Now it makes perfect sense to me.  You absolutely need more than one wheel.  My new Symphony has both a double drive and Scotch tension.  The Ashford Joy has only Scotch tension.  The Symphony can be fitted with a bulky-weight flyer and a lace-weight flyer.  The Ashford has just one flyer that fits it.  The Symphony has larger bobbins and more open flyer hooks than the Joy.  The Symphony is a gorgeous piece of (fairly) permanent furniture, and the Joy can be easily packed up and carried along for the spinner on the go.

Perhaps most importantly, this new wheel just goes and goes and goes with just a few treadles.  She spins like buttah.

Admit it.  You need a new wheel yourself, don’t you?  Go ahead.  Indulge yourself.  You have my permission.

Wedding bell blues

Wednesday, March 21st, 2007

I would like to note that at this hour exactly three months from today, our wedding will be over. Can I hear y’all say, “Hallelujah!”?

Because I gotta tell you, this whole wedding planning thing is really getting to me. As my friend and colleague Chitra noted, “There is absolutely no natural relationship between deciding to spend the rest of your life with someone and being an event planner.”
We did get these lovely rings, however. Just in case you are wondering, at the last minute we decided against having “Really love your peaches” engraved on the inside. I still think of it as a missed opportunity.

Chitra is right. Our wedding is all about the “less-is-more” concept, so much so that it cuts against nearly every received idea the wedding industry has tried to sell Americans, and yet somehow there still seem to be a fifty gazillion nagging, irritating, and emotionally-charged details to deal with every single day.

And ultimately, no matter how much noble breath is wasted on the idea of gender equity, when it comes to a wedding, every single one of those details is referred for adjudication to…the bride!

But here’s some bad news, folks: the bride barely knows a tea rose from a dandelion. The bride is not an etiquette expert. The bride does not have strong opinions about cake fillings. The bride is not interested in matchy-matchy bridal swag or “The Future Mrs. Wellerstein” t-shirts.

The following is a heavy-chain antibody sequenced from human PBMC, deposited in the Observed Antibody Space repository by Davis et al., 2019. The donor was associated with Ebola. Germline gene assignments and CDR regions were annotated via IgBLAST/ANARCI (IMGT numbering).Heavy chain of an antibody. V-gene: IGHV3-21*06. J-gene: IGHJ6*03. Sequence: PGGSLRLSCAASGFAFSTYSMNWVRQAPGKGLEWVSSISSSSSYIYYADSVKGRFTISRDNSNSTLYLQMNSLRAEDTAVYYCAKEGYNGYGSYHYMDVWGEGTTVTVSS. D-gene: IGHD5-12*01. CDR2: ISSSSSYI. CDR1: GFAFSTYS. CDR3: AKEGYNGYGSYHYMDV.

The bride is frankly just not that, well…bridal. And that is why the bride is considering erasing her identity, running away to the Greek Islands, and living out the remainder of her days under an assumed name. The bride can develop a discerning taste for retsina and Greek men, trust me.

But since that whole erase-your-identity thing is kind of a radical move, and since I was kind of having a mini wedding meltdown today, I decided instead to relieve some of the pressure by starting a new project.

You have to admit that more knitting is a better stress-relief strategy than drinking three-quarters of a bottle of Jack Daniels and heading out in the woods with a shotgun. Heavens, the last thing I’d want to do is drink three-quarters of a bottle of Jack and go out into the woods with a shotgun!

But it is on the list.

Not that Minnie has been abandoned. Far from it! She is developing into a lovely girl:
I’m quite pleased with my progress on the fronts.

I just decided to start these socks:

From this delightful new book from Interweave Press:

Cascade Fixation in pink (pink!) on size 5 needles.

These babies will be done before you can say, “Something borrowed and something blue, my *ss.”

This will not be over quickly

Monday, March 19th, 2007

Did anyone else break down this weekend and “prepare for glory” by enjoying a screening of 300, the exciting action film the Rolling Stone aptly observed would appeal to “guys of all sexes and ages”?

And how right they were!
I finished Minnie’s back over the weekend too. Not that the Spartans would care.